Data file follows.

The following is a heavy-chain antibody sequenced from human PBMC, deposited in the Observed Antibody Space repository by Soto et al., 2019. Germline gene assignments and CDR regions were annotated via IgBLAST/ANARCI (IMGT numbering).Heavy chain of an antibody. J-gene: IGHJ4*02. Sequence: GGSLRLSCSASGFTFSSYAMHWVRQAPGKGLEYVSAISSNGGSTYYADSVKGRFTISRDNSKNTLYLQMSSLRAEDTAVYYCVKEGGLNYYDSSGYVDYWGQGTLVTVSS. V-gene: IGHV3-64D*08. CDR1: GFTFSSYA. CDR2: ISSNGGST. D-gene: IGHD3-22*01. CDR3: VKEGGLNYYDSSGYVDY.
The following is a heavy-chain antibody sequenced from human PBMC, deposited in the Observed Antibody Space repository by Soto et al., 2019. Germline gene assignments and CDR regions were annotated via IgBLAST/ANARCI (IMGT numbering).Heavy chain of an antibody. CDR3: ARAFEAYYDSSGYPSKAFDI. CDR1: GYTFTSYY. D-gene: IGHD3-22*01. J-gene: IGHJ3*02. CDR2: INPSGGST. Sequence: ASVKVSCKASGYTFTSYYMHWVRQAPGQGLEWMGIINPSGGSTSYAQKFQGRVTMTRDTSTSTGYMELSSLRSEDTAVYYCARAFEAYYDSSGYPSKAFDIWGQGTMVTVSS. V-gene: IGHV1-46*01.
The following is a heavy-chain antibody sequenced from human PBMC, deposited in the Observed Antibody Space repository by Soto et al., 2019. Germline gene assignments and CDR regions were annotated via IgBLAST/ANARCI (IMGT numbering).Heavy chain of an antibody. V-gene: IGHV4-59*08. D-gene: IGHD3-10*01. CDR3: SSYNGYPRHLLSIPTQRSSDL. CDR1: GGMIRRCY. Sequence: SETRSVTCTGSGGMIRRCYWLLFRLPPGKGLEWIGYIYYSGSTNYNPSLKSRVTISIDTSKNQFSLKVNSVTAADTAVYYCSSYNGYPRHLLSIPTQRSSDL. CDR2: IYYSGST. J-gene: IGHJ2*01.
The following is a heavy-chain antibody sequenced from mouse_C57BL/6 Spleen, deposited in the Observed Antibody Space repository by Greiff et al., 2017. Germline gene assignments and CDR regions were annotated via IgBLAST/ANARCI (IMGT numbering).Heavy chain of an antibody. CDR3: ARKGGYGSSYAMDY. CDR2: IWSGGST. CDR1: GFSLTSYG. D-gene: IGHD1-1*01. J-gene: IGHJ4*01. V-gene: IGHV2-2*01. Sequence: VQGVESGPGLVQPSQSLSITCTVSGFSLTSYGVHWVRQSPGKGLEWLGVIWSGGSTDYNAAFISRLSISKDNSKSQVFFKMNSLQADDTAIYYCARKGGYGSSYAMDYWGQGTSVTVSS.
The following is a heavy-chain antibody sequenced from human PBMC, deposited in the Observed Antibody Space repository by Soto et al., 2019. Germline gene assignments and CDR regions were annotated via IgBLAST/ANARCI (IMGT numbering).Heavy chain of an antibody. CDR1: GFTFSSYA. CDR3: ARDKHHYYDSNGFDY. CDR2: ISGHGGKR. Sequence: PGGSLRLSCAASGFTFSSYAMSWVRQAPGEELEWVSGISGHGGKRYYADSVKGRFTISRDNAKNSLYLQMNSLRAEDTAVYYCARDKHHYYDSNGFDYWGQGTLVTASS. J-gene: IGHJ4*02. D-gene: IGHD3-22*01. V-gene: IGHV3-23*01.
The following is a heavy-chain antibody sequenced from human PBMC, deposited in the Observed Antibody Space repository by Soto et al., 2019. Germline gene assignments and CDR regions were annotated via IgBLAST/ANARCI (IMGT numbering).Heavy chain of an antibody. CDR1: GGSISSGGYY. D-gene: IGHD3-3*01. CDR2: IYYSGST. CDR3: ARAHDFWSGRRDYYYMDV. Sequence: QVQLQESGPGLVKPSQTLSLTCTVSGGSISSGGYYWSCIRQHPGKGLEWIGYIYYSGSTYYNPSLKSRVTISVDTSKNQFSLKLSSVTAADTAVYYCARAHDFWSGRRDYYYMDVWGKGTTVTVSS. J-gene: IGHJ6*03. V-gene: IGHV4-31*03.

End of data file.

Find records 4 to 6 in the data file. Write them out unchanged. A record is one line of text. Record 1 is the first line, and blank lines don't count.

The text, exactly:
The following is a heavy-chain antibody sequenced from mouse_C57BL/6 Spleen, deposited in the Observed Antibody Space repository by Greiff et al., 2017. Germline gene assignments and CDR regions were annotated via IgBLAST/ANARCI (IMGT numbering).Heavy chain of an antibody. CDR3: ARKGGYGSSYAMDY. CDR2: IWSGGST. CDR1: GFSLTSYG. D-gene: IGHD1-1*01. J-gene: IGHJ4*01. V-gene: IGHV2-2*01. Sequence: VQGVESGPGLVQPSQSLSITCTVSGFSLTSYGVHWVRQSPGKGLEWLGVIWSGGSTDYNAAFISRLSISKDNSKSQVFFKMNSLQADDTAIYYCARKGGYGSSYAMDYWGQGTSVTVSS.
The following is a heavy-chain antibody sequenced from human PBMC, deposited in the Observed Antibody Space repository by Soto et al., 2019. Germline gene assignments and CDR regions were annotated via IgBLAST/ANARCI (IMGT numbering).Heavy chain of an antibody. CDR1: GFTFSSYA. CDR3: ARDKHHYYDSNGFDY. CDR2: ISGHGGKR. Sequence: PGGSLRLSCAASGFTFSSYAMSWVRQAPGEELEWVSGISGHGGKRYYADSVKGRFTISRDNAKNSLYLQMNSLRAEDTAVYYCARDKHHYYDSNGFDYWGQGTLVTASS. J-gene: IGHJ4*02. D-gene: IGHD3-22*01. V-gene: IGHV3-23*01.
The following is a heavy-chain antibody sequenced from human PBMC, deposited in the Observed Antibody Space repository by Soto et al., 2019. Germline gene assignments and CDR regions were annotated via IgBLAST/ANARCI (IMGT numbering).Heavy chain of an antibody. CDR1: GGSISSGGYY. D-gene: IGHD3-3*01. CDR2: IYYSGST. CDR3: ARAHDFWSGRRDYYYMDV. Sequence: QVQLQESGPGLVKPSQTLSLTCTVSGGSISSGGYYWSCIRQHPGKGLEWIGYIYYSGSTYYNPSLKSRVTISVDTSKNQFSLKLSSVTAADTAVYYCARAHDFWSGRRDYYYMDVWGKGTTVTVSS. J-gene: IGHJ6*03. V-gene: IGHV4-31*03.